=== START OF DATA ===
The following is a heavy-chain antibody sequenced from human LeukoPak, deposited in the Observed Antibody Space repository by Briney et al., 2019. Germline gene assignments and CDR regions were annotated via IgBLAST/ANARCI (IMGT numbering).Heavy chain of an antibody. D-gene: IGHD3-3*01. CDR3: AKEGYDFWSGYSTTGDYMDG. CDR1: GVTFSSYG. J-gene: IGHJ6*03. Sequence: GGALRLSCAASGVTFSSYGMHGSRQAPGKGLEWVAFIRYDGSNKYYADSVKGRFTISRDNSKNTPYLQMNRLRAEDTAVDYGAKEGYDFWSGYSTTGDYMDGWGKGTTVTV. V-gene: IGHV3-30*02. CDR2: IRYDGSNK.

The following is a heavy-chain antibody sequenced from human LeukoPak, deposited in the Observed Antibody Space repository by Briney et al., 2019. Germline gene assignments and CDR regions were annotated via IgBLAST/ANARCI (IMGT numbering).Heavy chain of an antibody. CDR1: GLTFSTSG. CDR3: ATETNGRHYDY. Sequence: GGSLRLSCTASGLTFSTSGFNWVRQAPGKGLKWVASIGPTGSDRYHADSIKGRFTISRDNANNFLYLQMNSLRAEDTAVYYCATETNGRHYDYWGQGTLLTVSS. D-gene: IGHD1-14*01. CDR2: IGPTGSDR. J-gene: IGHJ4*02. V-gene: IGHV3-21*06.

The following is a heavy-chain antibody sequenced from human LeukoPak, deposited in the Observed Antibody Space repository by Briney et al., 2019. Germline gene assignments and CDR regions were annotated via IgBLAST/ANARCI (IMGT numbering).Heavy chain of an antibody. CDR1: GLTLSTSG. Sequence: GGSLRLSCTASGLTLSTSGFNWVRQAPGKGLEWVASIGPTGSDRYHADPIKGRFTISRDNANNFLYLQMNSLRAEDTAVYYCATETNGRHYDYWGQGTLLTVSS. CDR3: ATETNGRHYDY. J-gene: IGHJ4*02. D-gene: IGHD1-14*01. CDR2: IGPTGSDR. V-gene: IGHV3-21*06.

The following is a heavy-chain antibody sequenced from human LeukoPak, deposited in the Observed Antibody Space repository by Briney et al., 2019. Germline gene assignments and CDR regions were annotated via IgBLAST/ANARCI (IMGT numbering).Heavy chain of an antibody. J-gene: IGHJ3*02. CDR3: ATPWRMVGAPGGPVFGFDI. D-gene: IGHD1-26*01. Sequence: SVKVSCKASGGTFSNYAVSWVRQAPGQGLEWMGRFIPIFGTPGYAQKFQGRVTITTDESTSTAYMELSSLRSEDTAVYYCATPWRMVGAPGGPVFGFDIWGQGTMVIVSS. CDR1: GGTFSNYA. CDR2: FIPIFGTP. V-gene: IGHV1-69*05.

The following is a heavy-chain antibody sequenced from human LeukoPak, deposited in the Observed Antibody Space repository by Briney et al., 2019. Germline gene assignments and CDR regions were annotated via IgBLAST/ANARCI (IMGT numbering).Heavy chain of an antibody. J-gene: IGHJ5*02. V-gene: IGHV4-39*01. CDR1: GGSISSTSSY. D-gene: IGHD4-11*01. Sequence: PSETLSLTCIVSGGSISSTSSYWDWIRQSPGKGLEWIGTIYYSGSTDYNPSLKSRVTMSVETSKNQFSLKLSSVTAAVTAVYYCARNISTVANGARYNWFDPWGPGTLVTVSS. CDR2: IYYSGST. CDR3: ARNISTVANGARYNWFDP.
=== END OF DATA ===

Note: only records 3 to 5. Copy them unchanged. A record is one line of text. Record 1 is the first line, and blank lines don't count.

The following is a heavy-chain antibody sequenced from human LeukoPak, deposited in the Observed Antibody Space repository by Briney et al., 2019. Germline gene assignments and CDR regions were annotated via IgBLAST/ANARCI (IMGT numbering).Heavy chain of an antibody. CDR1: GLTLSTSG. Sequence: GGSLRLSCTASGLTLSTSGFNWVRQAPGKGLEWVASIGPTGSDRYHADPIKGRFTISRDNANNFLYLQMNSLRAEDTAVYYCATETNGRHYDYWGQGTLLTVSS. CDR3: ATETNGRHYDY. J-gene: IGHJ4*02. D-gene: IGHD1-14*01. CDR2: IGPTGSDR. V-gene: IGHV3-21*06.

The following is a heavy-chain antibody sequenced from human LeukoPak, deposited in the Observed Antibody Space repository by Briney et al., 2019. Germline gene assignments and CDR regions were annotated via IgBLAST/ANARCI (IMGT numbering).Heavy chain of an antibody. J-gene: IGHJ3*02. CDR3: ATPWRMVGAPGGPVFGFDI. D-gene: IGHD1-26*01. Sequence: SVKVSCKASGGTFSNYAVSWVRQAPGQGLEWMGRFIPIFGTPGYAQKFQGRVTITTDESTSTAYMELSSLRSEDTAVYYCATPWRMVGAPGGPVFGFDIWGQGTMVIVSS. CDR1: GGTFSNYA. CDR2: FIPIFGTP. V-gene: IGHV1-69*05.

The following is a heavy-chain antibody sequenced from human LeukoPak, deposited in the Observed Antibody Space repository by Briney et al., 2019. Germline gene assignments and CDR regions were annotated via IgBLAST/ANARCI (IMGT numbering).Heavy chain of an antibody. J-gene: IGHJ5*02. V-gene: IGHV4-39*01. CDR1: GGSISSTSSY. D-gene: IGHD4-11*01. Sequence: PSETLSLTCIVSGGSISSTSSYWDWIRQSPGKGLEWIGTIYYSGSTDYNPSLKSRVTMSVETSKNQFSLKLSSVTAAVTAVYYCARNISTVANGARYNWFDPWGPGTLVTVSS. CDR2: IYYSGST. CDR3: ARNISTVANGARYNWFDP.